Chalmers would say consciousness consists of both the "easy problem" and the "hard problem". From the point of view of the physicalist there is only the "easy problem".

Chalmers wants to know how all of this brain processing give rise to subjective experience that accounts for what it feels like to view the world from a first person perspective. Objective accounts by the physicalist, no matter how accurate and precise, always seem to be lacking something. That something being conscious experience.

The problem I see with a third person explanation is that all of this processing is enough to give rise to experience. Like Chalmers I don't see how it does. In order for experience to be a genuine phenomenon the we need a first person.
Wyman wrote:
I thought that the brain reflected an image on the retina. Besides that image (and other analogous sensations), what is consciousness?
Possibly internal representation of an image. We know it cannot actually by that image per se. The idea that all of this sensory information coming into retina is transformed into electrochemical spike trains that eventually end up in a place (neural core of consciousness) where it can be observed by the self is incorrect.

Edited in order to make my point clear. I haven't changed the overall meaning.
Last edited by Ginkgo on Fri Feb 06, 2015 9:20 am, edited 2 times in total.

nonenone
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Re: Emergence of self

Post by nonenone » Fri Feb 06, 2015 6:32 am

@Wyman and Ginkgo

"This is all terribly circular. If I said 'How do I tell if the zombie has a heart?' I am assuming that you know what a heart is and that they exist. You can't ask 'How can I tell if something is conscious' unless you tell me what consciousness is. And to say that it is 'self' surely begs the question."

This is good question. But actully i don't define "self" by "consciousness". As you may see in my hypothesis, i try to define "self" just by evolution. Let me put it straightforward: i think that for the Network to survive there must emerge an "imaginary object" in the network (i mean an object whose information of existance is just received by the Network and no one else) which i call it "self". All the "consciousness things" start after that. I am trying to find out the scheme in which evolution makes this imaginary object to emerge. I just very roughly guess that if a network can categorize and also able to work in P=>Q logic and has some basic premises, it can be shown that self emerges in the species that will survive.

So I guess if a Network is able to categorize, is able to work in P=>Q logic, reports that it has a self, and can report how its self has emerged using some premises and P=>Q logic and categorization, then we need no further items to conclude that it is really conscious. Because i guess they are just all we can do too.

Wyman
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Re: Emergence of self

Post by Wyman » Fri Feb 06, 2015 3:20 pm

Possibly internal representation of an image. We know it cannot actually by that image per se. The idea that all of this sensory information coming into retina is transformed into electrochemical spike trains that eventually end up in a place (neural core of consciousness) where it can be observed by the self is incorrect.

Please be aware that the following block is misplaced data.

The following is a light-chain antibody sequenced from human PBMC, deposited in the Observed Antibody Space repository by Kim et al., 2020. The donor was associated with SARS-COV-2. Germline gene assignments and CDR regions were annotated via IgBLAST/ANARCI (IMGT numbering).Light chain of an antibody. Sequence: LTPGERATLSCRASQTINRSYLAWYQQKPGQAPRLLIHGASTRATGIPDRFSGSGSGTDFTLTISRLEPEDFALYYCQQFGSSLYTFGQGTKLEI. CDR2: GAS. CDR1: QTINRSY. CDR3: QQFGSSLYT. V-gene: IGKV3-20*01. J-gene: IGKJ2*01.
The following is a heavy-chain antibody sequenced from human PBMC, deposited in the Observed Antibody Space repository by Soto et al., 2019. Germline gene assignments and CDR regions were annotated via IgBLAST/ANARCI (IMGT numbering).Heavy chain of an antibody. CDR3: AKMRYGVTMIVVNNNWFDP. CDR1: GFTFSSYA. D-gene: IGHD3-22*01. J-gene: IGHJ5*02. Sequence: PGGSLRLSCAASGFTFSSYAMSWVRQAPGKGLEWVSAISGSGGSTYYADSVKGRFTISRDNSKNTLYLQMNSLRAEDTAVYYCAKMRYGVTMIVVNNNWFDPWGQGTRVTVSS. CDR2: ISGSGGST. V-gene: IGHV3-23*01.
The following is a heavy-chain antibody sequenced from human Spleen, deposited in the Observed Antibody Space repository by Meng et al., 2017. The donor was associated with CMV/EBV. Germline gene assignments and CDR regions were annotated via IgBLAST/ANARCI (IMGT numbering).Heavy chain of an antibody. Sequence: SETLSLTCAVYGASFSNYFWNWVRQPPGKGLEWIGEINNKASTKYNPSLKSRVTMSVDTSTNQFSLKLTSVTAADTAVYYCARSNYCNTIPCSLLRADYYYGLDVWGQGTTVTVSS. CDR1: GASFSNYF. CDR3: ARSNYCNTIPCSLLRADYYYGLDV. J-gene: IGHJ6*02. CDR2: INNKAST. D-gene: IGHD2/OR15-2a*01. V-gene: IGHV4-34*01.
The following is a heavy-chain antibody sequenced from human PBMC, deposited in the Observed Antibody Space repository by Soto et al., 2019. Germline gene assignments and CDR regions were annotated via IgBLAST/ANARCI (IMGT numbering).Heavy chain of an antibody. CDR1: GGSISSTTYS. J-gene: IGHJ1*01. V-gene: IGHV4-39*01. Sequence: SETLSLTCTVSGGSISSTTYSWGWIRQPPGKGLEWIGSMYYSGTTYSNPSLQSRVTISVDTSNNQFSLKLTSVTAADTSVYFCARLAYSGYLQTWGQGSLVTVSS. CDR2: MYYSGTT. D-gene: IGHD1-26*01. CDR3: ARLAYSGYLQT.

My description was backwards - the brain 'takes' an image from the retina and works on it. Is this model correct (for discussion purposes, not technically correct science, but consistent with science): The visual field - what we see here and now - is a picture created/manufactured or taken and transformed by the brain/eye and then, if we choose, observed by a different part of the brain.

In other words, can perception be divided into two parts (and be consistent with current science):

1) subconsciously processed picture - i.e. what we see in the present as the retinal image is worked on by various parts of the brain
2) analysis of that picture by the 'conscious' part of the brain

Wyman
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Re: Emergence of self

Post by Wyman » Fri Feb 06, 2015 3:51 pm

nonenone wrote:@Wyman and Ginkgo

"This is all terribly circular. If I said 'How do I tell if the zombie has a heart?' I am assuming that you know what a heart is and that they exist. You can't ask 'How can I tell if something is conscious' unless you tell me what consciousness is. And to say that it is 'self' surely begs the question."

This is good question. But actully i don't define "self" by "consciousness". As you may see in my hypothesis, i try to define "self" just by evolution. Let me put it straightforward: i think that for the Network to survive there must emerge an "imaginary object" in the network (i mean an object whose information of existance is just received by the Network and no one else) which i call it "self". All the "consciousness things" start after that. I am trying to find out the scheme in which evolution makes this imaginary object to emerge. I just very roughly guess that if a network can categorize and also able to work in P=>Q logic and has some basic premises, it can be shown that self emerges in the species that will survive.